How many of the following women can you identify?
- Hannah Wilkinson Slater
- Hazel Irwin
- Mary Dixon Kies
According to the US Patent and Trademark Office (USPTO), these women were among only seventy-two women who were granted patents between 1790 and 1859 while fellow male inventors racked up over thirty-two thousand patents. The USPTO reports a rise in the number of patents awarded to women but notes that “the percentage of all patent inventors that are women, or the annual ‘women inventor rate,’ reached only 12% in 2016.”
The reasons behind the lower women inventor rate are varied but gender bias may be a significant contributing factor. According to Yale Insights, the researchers in one study found that “women inventors with common names had an 8.2% lower chance of getting their patents approved. But the difference in probability of approval fell to 2.8% for those with rare names, where it would be tougher for an examiner to guess the applicant’s gender.”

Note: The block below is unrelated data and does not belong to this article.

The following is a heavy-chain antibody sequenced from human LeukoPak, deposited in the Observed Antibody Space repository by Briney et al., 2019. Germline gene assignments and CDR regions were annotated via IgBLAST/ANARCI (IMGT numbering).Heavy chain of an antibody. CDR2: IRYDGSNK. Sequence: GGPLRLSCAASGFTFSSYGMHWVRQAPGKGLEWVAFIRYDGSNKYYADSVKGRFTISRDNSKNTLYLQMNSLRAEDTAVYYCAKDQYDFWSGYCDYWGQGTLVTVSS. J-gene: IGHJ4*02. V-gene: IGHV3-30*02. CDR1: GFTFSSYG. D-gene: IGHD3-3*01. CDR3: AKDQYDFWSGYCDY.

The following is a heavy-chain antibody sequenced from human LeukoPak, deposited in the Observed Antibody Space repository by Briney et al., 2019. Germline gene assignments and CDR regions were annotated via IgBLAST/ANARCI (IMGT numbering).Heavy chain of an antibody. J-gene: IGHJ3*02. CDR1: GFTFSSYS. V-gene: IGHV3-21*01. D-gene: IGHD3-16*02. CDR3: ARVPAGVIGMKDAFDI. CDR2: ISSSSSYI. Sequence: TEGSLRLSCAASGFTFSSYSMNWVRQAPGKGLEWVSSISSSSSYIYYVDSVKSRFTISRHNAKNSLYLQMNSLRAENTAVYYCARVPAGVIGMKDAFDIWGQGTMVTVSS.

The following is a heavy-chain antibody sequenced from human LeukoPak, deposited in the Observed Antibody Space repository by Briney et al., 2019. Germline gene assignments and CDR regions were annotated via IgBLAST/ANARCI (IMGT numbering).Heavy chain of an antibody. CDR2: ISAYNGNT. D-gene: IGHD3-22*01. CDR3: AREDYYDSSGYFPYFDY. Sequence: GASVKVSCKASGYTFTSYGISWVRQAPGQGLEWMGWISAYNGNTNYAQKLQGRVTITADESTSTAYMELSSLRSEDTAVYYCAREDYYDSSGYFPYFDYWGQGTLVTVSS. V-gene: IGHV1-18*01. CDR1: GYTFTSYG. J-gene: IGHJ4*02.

The road to an issued patent takes time, energy and money. As a patent-holder myself, however, I encourage you to think about getting your great idea patented and commercialized. To learn more about women inventors and how to patent an idea, check out the references below – and definitely let me know if you are a woman patent owner, or currently pursuing a patent.
- 5 Female Inventors Who Changed Life As We Know It
- Famous Women Inventors of the Modern Era
- Women Inventors and Discoverers
- USPTO General Information Concerning Patents
- Moving from Idea to Patent: When Do You Have an Invention?
- How to Patent an Idea: A Step-by-Step Guide
Best wishes for your health and wellness,